Govt backs business to vaccinate workforces
- Vaccination will be required for all workers at businesses where customers need to show COVID-19 Vaccination Certificates, such as hospitality and close-contact businesses.
- New law to introduce a clearer and simplified risk assessment process for employers to follow when deciding whether they can require vaccination for different types of work.
- Non-vaccinated workers in roles requiring vaccination will be given a new four-week notice period to get vaccinated before employment can be terminated.
- Employers to be required to provide paid time off for workers to get vaccinated and will need to keep records about workers’ vaccination status.
The Government is introducing a range of measures to help protect workplaces and workers from COVID-19, Minister for Workplace Relations and Safety Michael Wood announced today.
“We’ve heard the calls from employers and employees to provide certainty on what roles need to be done by vaccinated workers under the COVID-19 Protection Framework,” Michael Wood said.
“We’re mandating vaccination for workers at businesses where customers need to show COVID-19 Vaccination Certificates to make those workplaces as safe as possible and give confidence to staff and customers.
“The timing of this coming into force will depend on when we move to the COVID-19 Protection Framework. We’re working with the CTU and BusinessNZ to make sure we will have robust guidance for businesses ready well in advance.
“A number of businesses have already gone through a risk assessment process to mandate vaccinations at their workplace, but we’ve had calls from both businesses and unions to make this process as clear as possible. That’s why we will introduce a risk assessment process in law for employers to follow when deciding whether they can require vaccination for different types of work.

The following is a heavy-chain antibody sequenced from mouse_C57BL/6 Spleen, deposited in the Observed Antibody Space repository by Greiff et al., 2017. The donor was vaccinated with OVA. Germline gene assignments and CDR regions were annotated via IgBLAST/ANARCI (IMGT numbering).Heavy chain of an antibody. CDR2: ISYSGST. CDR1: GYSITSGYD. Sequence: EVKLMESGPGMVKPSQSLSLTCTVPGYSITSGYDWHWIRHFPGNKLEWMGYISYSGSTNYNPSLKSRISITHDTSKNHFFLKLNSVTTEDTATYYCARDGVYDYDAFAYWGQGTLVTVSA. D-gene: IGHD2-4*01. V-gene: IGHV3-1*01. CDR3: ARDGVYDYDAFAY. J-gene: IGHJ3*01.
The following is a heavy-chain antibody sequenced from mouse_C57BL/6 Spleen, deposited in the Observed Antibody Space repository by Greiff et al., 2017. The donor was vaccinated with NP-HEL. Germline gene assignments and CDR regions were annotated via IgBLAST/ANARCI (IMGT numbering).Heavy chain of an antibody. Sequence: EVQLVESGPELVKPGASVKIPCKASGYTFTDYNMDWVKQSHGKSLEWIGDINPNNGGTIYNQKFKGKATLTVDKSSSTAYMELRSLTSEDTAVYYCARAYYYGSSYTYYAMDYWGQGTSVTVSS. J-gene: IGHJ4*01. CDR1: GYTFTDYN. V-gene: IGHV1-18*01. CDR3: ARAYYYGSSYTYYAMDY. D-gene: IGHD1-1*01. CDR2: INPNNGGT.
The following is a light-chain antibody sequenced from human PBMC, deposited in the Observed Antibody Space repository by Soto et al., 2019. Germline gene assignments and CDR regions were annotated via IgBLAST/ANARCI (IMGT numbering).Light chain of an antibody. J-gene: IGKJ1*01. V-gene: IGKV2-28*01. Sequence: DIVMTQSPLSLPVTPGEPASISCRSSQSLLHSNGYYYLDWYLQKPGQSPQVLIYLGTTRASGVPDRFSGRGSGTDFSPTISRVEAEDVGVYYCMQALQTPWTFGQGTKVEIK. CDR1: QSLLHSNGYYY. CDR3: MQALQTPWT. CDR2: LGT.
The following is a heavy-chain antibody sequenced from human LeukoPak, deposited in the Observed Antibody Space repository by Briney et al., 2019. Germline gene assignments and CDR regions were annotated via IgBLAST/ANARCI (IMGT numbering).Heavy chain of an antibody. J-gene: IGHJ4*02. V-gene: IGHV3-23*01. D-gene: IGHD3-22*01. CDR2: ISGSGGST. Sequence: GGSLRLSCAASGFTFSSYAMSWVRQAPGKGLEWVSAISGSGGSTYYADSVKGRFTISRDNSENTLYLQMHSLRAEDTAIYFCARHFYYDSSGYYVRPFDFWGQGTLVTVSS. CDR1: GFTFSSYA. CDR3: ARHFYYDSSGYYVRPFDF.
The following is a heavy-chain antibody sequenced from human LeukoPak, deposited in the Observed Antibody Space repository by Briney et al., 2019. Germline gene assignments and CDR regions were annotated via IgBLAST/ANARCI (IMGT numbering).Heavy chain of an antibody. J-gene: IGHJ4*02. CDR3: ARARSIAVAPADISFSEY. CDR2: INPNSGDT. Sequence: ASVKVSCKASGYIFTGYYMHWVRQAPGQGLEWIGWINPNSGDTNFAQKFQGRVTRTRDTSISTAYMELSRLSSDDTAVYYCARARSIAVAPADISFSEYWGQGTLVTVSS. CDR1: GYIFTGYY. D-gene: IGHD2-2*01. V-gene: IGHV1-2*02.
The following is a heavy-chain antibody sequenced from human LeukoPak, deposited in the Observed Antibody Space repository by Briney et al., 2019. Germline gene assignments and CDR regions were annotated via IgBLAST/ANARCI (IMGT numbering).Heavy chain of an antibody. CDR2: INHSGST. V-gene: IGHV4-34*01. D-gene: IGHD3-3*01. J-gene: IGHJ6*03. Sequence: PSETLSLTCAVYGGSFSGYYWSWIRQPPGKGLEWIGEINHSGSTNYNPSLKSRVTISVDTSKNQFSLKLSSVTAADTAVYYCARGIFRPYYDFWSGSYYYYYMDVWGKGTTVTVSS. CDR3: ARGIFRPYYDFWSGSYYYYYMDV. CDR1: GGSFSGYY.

“We know though that many businesses and employers who are not covered by vaccine certificates want greater clarity on whether they can mandate vaccines. This process will provide businesses with a clear and simplified legal framework to make decisions about requiring staff to be vaccinated or not.
“This risk assessment will build on the guidance provided by WorkSafe, with input from public health officials, business representatives and unions. It will cover factors like whether a workplace involves interaction with customers.
“This new process won’t override risk assessments that businesses have already done under the existing health and safety guidelines.
“We know that these changes raise questions around what happens when mandated employees refuse to get vaccinated. To provide clarity, a new four-week notice period will apply if their employment is terminated if they choose not to be vaccinated and their work requires it.
“Our law change will require a minimum of four weeks’ paid notice for any employee who loses their job because they are not vaccinated.
“This change will only apply to employees who do not have a notice period, or whose notice periods are shorter than four weeks. Most employees will have notice periods in their employment agreement.
“Employers will also be required to keep records about workers’ vaccination status. MBIE will work with the Office of the Privacy Commissioner to provide practical guidance on how to ensure workers’ records are handled appropriately.
“We understand the urgency and we expect these changes to be in place to align with the COVID-19 Protection Framework coming into force.
“We will pass this legislation as a priority to give workplaces the certainty they need, because vaccination is one of the best tools to reduce the risk of COVID-19 spreading,” Michael Wood said.